Say that you have two children, or maybe three, and that they fight for what’s theirs. The contested objects are many: cake, Lego sets, the right to various household electronics or to name the family dog. And the children aren’t pleasant about it: they torment each other, and engage in guerrilla tactics distinguishable from those of ruthless insurgents only by their disregard for stealth, which might at least allow you, the parent, a little peace and quiet. Each of them has a story about fairness and what he deserves.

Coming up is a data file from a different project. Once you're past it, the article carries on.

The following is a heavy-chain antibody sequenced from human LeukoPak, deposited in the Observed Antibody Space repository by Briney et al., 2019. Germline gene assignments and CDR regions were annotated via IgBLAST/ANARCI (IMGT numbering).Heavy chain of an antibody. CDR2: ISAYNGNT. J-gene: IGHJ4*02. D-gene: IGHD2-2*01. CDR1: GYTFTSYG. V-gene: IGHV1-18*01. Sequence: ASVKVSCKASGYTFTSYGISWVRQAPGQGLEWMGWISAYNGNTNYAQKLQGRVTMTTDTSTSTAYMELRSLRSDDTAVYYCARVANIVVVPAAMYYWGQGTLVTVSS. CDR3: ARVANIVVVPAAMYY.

But how much do they really want to win? What would they give up to get dominion over the remote control? It is hard to know anything about these small belligerents other than what they are willing to pay, Paul Raeburn and Kevin Zollman write in “The Game Theorist’s Guide to Parenting: How the Science of Strategic Thinking Can Help You Deal with the Toughest Negotiators You Know—Your Kids” (Scientific American/Farrar, Straus & Giroux). Raeburn, a journalist, and Zollman, a game theorist and philosopher at Carnegie Mellon, maintain that the best move for the mother of these children is to hold an auction—after determining whether market conditions call for an open-cry-first-price auction, a sealed-bid-second-price auction, an English-clock auction, or a Dutch auction—and begin taking bids. (“Mom is an economist, naturally.”) One kid offers four dollars, another ten; the winner bids twelve dollars. The losers walk away satisfied, in the smug conviction that their winning sibling has overpaid. There is really only one problem left for the mother: “What do you do with the money you make in the auction?”

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